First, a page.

Low Level Increase in Physical and Psych Health & Safety Risk

Unmanaged psychosocial risks can lead to a gradual increase in both physical and psychological health and safety risks. Over time, this can result in more frequent accidents, psychological injuries, and health issues, affecting employees' well-being and the organisation's safety record.

Med Level Increase in Physical and Psych Health & Safety Risk

A medium level increase in health and safety risks indicates a more noticeable impact on employees' well-being and the work environment. This level of risk can lead to more significant disruptions, potential accidents, and a decline in overall safety compliance.

High Level Increase in Physical and Psych Health & Safety Risk

A high level increase in health and safety risks signifies a critical situation where the safety of employees is significantly compromised. Unaddressed psychosocial risks can contribute to an unsafe work environment, putting employees at risk of physical and psychological harm.

Deliberate Harm to Self or Others

Severe psychosocial risks can lead to situations where employees may intentionally harm themselves or others due to mental distress. This level of impact highlights the potential for serious incidents that threaten the safety of individuals and the organisation as a whole.

Homicidal (Mass Shooting, etc.)

In extreme cases, unmanaged psychosocial risks can contribute to incidents of violence, including homicide and/or mass shootings. This level of impact underscores the potential for catastrophic events that endanger the lives of employees and severely damage the organisation's reputation and operations.


How have we scored the Psychosocial Risk Matrix?

The Psychosocial Risk Matrix is scored through journal theme coding, and survey alongside speak up entries. 

Through these metrics, we analyse and interpret the severity and frequency of these risks occurring. Severity is done on a self assessment or chnnl assessment. Frequency is determined based on the number of responses

How to interpret the Psychosocial Risk Matrix?

The different levels of likelihood are commonly used to assess the probability of an event, risk, or incident occurring within a risk management context. These likelihood levels help organisations gauge the chances of a particular scenario occurring and guide decision-making regarding risk prevention and mitigation. Here's a general understanding of what each level signifies:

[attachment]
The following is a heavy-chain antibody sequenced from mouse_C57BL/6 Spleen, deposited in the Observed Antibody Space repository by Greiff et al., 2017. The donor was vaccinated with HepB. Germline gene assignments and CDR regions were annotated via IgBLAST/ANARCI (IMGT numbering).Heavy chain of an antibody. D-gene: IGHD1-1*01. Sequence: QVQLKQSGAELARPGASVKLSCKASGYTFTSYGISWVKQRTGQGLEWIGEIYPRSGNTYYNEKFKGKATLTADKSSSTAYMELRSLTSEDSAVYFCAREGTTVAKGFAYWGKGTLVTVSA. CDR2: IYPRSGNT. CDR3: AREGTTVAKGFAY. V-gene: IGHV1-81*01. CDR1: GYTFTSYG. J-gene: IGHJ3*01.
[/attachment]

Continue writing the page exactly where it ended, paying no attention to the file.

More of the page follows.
These likelihood levels provide a framework for organisations to assess the probability of different scenarios and outcomes. By categorising risks based on their likelihood, organisations can prioritise their risk management efforts, allocate resources effectively, and develop strategies to prevent or mitigate potential negative consequences.


An event or risk with a rare likelihood is highly unlikely to occur. It implies that the circumstances or conditions required for the event to happen are extremely unusual or remote. Such events are considered outliers and have a very low probability of occurring.


An event or risk with an unlikely likelihood has a low probability of occurring. While not as rare as "rare," an unlikely event is still not expected to happen frequently or regularly. It suggests that the conditions for the event to occur are not commonly encountered.


An event or risk with a possible likelihood has a moderate probability of occurring. It indicates that there is a reasonable chance of the event happening under certain circumstances. While not highly likely, the conditions for the event are not too uncommon.


An event or risk with a likely likelihood has a high probability of occurring. It suggests that the event is expected to happen with some regularity or frequency, given the prevailing conditions. The chances of the event occurring are substantial.

Almost Certain

An event or risk with an almost certain likelihood is highly probable and expected to happen almost all the time under the prevailing conditions. It indicates that the event is very likely to occur and is practically a certainty.

The different levels of severity categorise the impact and/or consequences of the potential risks which may occur due to poor psychosocial risk management. These aid in the process of identifying, assessing, prioritising and mitigating psychosocial risks.